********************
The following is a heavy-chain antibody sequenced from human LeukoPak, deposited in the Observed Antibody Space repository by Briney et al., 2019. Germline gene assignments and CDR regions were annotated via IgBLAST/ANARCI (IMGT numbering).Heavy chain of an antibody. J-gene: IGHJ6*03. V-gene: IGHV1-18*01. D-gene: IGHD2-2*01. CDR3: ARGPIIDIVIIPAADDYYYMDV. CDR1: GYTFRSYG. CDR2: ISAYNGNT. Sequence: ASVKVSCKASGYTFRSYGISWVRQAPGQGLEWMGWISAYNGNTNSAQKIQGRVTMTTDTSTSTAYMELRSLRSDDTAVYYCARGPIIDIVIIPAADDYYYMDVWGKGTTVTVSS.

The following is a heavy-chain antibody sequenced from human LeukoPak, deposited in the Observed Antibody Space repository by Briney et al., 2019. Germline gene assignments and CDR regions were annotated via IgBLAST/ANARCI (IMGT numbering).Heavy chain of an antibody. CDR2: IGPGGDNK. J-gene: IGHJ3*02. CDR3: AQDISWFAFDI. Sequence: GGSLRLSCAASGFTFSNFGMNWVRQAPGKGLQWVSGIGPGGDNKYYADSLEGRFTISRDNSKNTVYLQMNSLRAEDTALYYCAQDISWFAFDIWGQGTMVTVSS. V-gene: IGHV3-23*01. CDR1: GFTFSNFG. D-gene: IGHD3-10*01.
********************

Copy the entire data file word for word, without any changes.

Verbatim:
The following is a heavy-chain antibody sequenced from human LeukoPak, deposited in the Observed Antibody Space repository by Briney et al., 2019. Germline gene assignments and CDR regions were annotated via IgBLAST/ANARCI (IMGT numbering).Heavy chain of an antibody. J-gene: IGHJ6*03. V-gene: IGHV1-18*01. D-gene: IGHD2-2*01. CDR3: ARGPIIDIVIIPAADDYYYMDV. CDR1: GYTFRSYG. CDR2: ISAYNGNT. Sequence: ASVKVSCKASGYTFRSYGISWVRQAPGQGLEWMGWISAYNGNTNSAQKIQGRVTMTTDTSTSTAYMELRSLRSDDTAVYYCARGPIIDIVIIPAADDYYYMDVWGKGTTVTVSS.

The following is a heavy-chain antibody sequenced from human LeukoPak, deposited in the Observed Antibody Space repository by Briney et al., 2019. Germline gene assignments and CDR regions were annotated via IgBLAST/ANARCI (IMGT numbering).Heavy chain of an antibody. CDR2: IGPGGDNK. J-gene: IGHJ3*02. CDR3: AQDISWFAFDI. Sequence: GGSLRLSCAASGFTFSNFGMNWVRQAPGKGLQWVSGIGPGGDNKYYADSLEGRFTISRDNSKNTVYLQMNSLRAEDTALYYCAQDISWFAFDIWGQGTMVTVSS. V-gene: IGHV3-23*01. CDR1: GFTFSNFG. D-gene: IGHD3-10*01.